Understanding Biodynamic Wine

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Biodynamic vineyards view farming holistically, seeing the farm as a closed ecosystem where everything is interconnected. It goes beyond organic, emphasising the connection between the farmer, the vine, the earth and even celestial bodies like the sun, moon, and stars. This might sound unconventional, but since its inception in the 1920s by Austrian scientist Rudolph Steiner it has gained significant traction worldwide.

While all biodynamic wines are organic, the reverse isn’t true. Biodynamic wines adhere to a specific lunar calendar, which dictates the ideal days for various vineyard activities from planting to harvesting. Biodynamic winemaking avoids chemicals and other manufactured additions. Instead, it employs unique compost preparations, such as the ‘BD 500’ and ‘BD 501’, which involves burying cow horns filled with fresh cow manure. After six months, the contents are diluted and sprayed over the vineyard to enhance soil quality. However, ready-made preparations are available!

The process of making biodynamic wine involves adhering to a special calendar, avoiding synthetic pesticides, herbicides, or artificial fertilisers, and using special compost, herb and mineral preparations. The aim is to foster natural growth, resulting in a wine that harmonises with the earth and the universe. Some might find this approach is unconventional, but its proponents often cite lunar effects, like tidal systems to highlight its potential. Biodynamic wines are often considered superior to conventional wines in terms of flavour, aroma and texture.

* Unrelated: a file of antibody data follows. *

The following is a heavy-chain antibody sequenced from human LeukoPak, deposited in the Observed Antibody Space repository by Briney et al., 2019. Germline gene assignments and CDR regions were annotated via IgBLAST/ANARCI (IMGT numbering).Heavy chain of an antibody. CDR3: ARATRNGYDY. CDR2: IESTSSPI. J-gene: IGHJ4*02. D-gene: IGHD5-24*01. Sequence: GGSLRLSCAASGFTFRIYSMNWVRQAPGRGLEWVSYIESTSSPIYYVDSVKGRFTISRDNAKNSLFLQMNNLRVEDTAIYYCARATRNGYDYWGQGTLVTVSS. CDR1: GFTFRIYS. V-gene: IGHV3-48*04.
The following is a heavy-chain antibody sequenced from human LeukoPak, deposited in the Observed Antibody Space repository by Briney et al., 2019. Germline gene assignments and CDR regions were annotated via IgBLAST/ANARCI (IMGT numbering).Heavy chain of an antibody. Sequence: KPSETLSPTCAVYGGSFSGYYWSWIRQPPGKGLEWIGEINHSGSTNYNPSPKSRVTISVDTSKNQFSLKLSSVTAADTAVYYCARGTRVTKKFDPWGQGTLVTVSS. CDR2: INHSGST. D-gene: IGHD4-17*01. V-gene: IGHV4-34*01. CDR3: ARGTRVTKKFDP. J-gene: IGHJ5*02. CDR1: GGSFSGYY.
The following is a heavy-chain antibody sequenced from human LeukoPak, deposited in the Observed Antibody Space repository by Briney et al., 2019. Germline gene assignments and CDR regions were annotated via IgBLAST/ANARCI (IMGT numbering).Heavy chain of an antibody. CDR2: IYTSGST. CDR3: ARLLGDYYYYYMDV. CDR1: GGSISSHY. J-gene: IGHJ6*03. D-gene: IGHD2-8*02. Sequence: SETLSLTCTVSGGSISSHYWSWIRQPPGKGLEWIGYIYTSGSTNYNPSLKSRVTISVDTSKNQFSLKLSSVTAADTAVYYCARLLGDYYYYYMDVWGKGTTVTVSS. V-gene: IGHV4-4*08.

Biodynamic wines usually, but not always, meet the standards set by the Demeter Association or Biodyvin, the recognised certifying bodies.

The biodynamic wine calendar categorises days based on astrological signs to guide vineyard activities. There are four types of days: Fruit Days, ideal for harvesting grapes and wine-tastings, align with the Fire Signs (Aries, Leo, Sagittarius); Leaf Days, best for watering, correspond to the Water Signs (Pisces, Cancer, Scorpio); Root Days, suitable for pruning, match the Earth Signs (Virgo, Taurus, Capricorn) ; and Flower Days, associated with the Air Signs (Aquarius, Libra, Gemini), are when the vineyard is left undisturbed. However, vineyards don’t have to follow these timings to be Demeter certified.

Research has shown that biodynamic farms have higher soil quality with more organic matter content and microbial activity. Biodynamically treated composts also show higher temperatures, faster maturation and more nitrates. Critics acknowledge the high quality of biodynamic wines but question if the improvements in vineyard health and wine taste would have been achieved with just organic farming.